You’ve Reached The Top! Now What?
Is Entrepreneurship The Only Way Forward Once You Achieve Success?
Posted July 6, 2015
Starting a business from scratch is different from stepping in and adding value to an existing company. Entrepreneurs love the challenges, risks, and thrills of doing what others have not done—envisioning new horizons, exploring the unknown, moving to the next peak and eventually reaching the top.
So, why do so many ambitious and talented executives and entrepreneurs plateau, burn out, and at times regress once they “reach the top” of whatever ladder, mountain or organizational structure they’ve been climbing?
My answer, based on both research and reflection, is that while they tend to be great talkers (because they continually pitch their visions, strategies, products and services to investors, banks, employees, customers, clients, and partners), they may plateau when it comes to connecting deeply with others.
Reaching the summit today requires us to develop a new perspective and paradigm of leadership and to climb two peaks: 1) creating and selling the vision, and 2) connecting with other people as we build the business around our innovative ideas. Connecting with others enables us to build concentric circles of engagement with employees and customers to expand the brand in magnificent and exciting ways. Entrepreneurs who put relationships before tasks and build bridges for connection become multipliers of the DNA for entrepreneurship—a powerful path for getting to the next level of greatness.
Expand Your Connecting Profile
With the right digital tools, we can now connect 24/7 from anywhere in the world at any time, but it’s not enough to have the tools to connect. We also need the wisdom to connect. We need Conversational Intelligence® (C-IQ), a framework for knowing which conversations trigger our lower-level brain activity, such as primitive instincts for fight, flight, freeze and appeasement, versus what sparks higher-level brain activity, such as trust, integrity, strategic thinking, empathy, and capability to process complex situations. The more we see how much of our brain is devoted to social connection, the more we realize how connecting with others in healthy and productive ways becomes vital for our mutual success in teams and organizations.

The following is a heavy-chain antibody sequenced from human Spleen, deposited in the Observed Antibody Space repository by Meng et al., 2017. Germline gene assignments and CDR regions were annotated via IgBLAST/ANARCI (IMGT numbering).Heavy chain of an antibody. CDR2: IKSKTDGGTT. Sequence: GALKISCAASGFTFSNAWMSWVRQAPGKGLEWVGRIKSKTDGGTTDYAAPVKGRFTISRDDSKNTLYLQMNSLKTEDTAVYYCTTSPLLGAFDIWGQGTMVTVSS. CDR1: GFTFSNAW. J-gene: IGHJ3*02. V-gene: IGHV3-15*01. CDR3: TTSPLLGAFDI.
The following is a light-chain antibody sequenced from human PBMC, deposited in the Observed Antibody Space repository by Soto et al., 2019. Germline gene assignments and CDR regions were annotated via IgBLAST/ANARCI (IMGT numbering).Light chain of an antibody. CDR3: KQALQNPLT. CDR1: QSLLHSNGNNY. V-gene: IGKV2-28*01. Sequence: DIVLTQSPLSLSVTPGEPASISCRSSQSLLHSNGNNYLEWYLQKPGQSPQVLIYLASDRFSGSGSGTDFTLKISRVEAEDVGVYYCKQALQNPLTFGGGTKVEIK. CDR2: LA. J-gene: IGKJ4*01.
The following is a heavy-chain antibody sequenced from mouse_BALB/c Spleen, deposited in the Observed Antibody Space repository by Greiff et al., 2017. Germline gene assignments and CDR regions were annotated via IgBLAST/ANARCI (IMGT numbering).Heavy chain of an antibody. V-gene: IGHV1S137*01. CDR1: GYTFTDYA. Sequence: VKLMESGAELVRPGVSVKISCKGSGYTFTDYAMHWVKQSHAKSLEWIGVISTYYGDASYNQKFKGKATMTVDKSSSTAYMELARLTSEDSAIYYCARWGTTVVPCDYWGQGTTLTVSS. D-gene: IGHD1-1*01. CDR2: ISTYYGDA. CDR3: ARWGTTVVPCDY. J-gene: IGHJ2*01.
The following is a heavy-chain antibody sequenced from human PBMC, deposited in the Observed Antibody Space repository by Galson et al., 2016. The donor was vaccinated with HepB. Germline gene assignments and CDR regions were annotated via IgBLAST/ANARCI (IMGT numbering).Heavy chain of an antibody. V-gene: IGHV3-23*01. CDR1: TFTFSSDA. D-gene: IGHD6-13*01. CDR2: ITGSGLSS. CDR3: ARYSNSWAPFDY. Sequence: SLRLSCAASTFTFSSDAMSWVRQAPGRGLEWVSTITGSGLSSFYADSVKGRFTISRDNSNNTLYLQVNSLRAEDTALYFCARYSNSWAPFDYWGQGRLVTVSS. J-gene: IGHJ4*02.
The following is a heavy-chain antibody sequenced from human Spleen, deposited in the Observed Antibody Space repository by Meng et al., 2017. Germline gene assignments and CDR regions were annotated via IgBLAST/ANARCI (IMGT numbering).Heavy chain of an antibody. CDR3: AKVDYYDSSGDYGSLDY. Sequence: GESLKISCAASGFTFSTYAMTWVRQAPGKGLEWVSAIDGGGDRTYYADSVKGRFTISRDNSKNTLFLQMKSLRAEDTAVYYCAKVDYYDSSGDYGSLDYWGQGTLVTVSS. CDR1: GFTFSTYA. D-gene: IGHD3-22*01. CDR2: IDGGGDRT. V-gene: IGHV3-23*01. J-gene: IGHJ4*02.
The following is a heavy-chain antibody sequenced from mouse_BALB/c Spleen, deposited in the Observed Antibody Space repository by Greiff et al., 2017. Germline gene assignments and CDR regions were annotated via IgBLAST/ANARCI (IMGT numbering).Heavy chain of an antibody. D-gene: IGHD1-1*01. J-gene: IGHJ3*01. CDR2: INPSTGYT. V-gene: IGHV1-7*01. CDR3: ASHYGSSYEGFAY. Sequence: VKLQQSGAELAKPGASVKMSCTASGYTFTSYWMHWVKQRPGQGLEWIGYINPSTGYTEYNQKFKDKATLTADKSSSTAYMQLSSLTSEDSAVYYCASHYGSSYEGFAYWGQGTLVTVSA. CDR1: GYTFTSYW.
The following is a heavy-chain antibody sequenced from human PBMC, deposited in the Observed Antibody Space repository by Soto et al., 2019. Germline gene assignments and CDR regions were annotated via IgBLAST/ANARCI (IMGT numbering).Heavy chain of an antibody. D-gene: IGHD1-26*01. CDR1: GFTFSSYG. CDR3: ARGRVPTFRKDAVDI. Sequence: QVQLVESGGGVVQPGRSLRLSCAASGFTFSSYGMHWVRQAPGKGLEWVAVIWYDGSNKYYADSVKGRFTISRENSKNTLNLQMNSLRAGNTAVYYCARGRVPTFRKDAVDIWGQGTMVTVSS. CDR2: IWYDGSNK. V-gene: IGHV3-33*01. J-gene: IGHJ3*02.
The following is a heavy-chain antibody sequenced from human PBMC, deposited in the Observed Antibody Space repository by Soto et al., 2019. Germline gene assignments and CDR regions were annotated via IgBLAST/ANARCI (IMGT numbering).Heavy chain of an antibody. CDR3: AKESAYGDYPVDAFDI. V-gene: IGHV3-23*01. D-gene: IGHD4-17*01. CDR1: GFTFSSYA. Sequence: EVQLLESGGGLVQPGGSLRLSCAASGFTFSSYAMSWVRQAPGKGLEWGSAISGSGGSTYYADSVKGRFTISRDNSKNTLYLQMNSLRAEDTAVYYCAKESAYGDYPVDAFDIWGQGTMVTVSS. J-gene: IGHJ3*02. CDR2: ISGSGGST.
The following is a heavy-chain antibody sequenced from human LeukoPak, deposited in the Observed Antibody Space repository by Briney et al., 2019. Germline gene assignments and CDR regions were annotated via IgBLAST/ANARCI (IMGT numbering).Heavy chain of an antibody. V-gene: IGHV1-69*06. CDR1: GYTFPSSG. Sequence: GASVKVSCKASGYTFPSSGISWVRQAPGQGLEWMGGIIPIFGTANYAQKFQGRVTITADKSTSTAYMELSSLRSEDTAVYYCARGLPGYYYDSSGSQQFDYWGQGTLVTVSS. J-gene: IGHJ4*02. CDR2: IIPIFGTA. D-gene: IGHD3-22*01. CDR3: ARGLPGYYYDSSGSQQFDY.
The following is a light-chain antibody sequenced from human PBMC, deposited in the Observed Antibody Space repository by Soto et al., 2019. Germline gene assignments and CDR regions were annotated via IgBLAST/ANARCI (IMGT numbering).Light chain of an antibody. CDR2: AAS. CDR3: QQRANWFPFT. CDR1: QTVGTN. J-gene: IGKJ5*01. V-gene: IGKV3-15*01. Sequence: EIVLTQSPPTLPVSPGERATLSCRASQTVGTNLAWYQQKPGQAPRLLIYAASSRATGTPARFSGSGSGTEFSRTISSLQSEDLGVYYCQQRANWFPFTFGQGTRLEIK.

Problem: What Inhibits Healthy Connections?
Here are four behaviors that often inhibit healthy connections:
- Having communication blind spots. Sadly, I see many leaders bomb in critical meetings and situations because of low C-IQ: they don’t speak to influence and thus fail to connect. C-IQ is a rating of the level of trust we create with others and the quality of our interactions. People with high C-IQ activate their audience’s prefrontal cortex, a section of the brain that enables trust and good judgment. People with low C-IQ engage the lower brain, where fear and distrust reside. High C-IQ correlates with business turnarounds and sustained success.
- Talking Past Each Other. Breakdowns happen when people talk past each other, not with each other. Once you recognize your conversational blind spots, you can boost your C-IQ by identifying what is going wrong in conversations and situations and flip the switch in your brain and others’ brains to get communications back on a productive and neural path.
- Not Seeing Beyond Your Vision. The tough road of leadership and entrepreneurship demands total belief in the enterprise and it’s vision. It’s an invigorating emotional state with a natural dopamine high. Unfortunately, having total belief can blind you to the need to see beyond your vision and gain buy-in from diverse constituents, or listen to their push back if they don’t at first agree.
- Not Minding the Gap. To bridge blind spots, you need to mind the gap and step into your conversation partner’s world, shift from talking about yourself and your solutions, and start co-creating by focusing on shared success. This involves identifying what the people in the loop want from you. For example, if you are presenting a business plan to venture capitalists, you should focus on how the plan generates revenue, since their objective is ROI.